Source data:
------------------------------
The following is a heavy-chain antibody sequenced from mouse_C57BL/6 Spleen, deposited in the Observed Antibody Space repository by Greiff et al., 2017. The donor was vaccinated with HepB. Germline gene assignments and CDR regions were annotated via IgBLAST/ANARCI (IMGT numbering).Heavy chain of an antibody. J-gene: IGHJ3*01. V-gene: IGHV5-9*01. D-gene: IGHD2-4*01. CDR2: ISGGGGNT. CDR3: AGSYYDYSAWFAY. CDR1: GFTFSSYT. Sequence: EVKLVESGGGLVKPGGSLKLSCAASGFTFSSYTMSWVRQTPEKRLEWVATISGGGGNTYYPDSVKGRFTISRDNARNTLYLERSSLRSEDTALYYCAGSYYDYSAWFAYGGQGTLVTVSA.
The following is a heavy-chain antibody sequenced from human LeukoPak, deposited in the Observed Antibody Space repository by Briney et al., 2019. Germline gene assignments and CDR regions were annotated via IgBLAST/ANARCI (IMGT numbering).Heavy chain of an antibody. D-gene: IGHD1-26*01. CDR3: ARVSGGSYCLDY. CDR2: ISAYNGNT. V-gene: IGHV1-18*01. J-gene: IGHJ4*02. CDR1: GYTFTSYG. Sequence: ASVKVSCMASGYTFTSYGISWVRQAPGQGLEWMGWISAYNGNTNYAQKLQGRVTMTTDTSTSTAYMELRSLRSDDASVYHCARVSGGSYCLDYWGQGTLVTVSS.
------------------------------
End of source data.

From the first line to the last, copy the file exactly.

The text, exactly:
The following is a heavy-chain antibody sequenced from mouse_C57BL/6 Spleen, deposited in the Observed Antibody Space repository by Greiff et al., 2017. The donor was vaccinated with HepB. Germline gene assignments and CDR regions were annotated via IgBLAST/ANARCI (IMGT numbering).Heavy chain of an antibody. J-gene: IGHJ3*01. V-gene: IGHV5-9*01. D-gene: IGHD2-4*01. CDR2: ISGGGGNT. CDR3: AGSYYDYSAWFAY. CDR1: GFTFSSYT. Sequence: EVKLVESGGGLVKPGGSLKLSCAASGFTFSSYTMSWVRQTPEKRLEWVATISGGGGNTYYPDSVKGRFTISRDNARNTLYLERSSLRSEDTALYYCAGSYYDYSAWFAYGGQGTLVTVSA.
The following is a heavy-chain antibody sequenced from human LeukoPak, deposited in the Observed Antibody Space repository by Briney et al., 2019. Germline gene assignments and CDR regions were annotated via IgBLAST/ANARCI (IMGT numbering).Heavy chain of an antibody. D-gene: IGHD1-26*01. CDR3: ARVSGGSYCLDY. CDR2: ISAYNGNT. V-gene: IGHV1-18*01. J-gene: IGHJ4*02. CDR1: GYTFTSYG. Sequence: ASVKVSCMASGYTFTSYGISWVRQAPGQGLEWMGWISAYNGNTNYAQKLQGRVTMTTDTSTSTAYMELRSLRSDDASVYHCARVSGGSYCLDYWGQGTLVTVSS.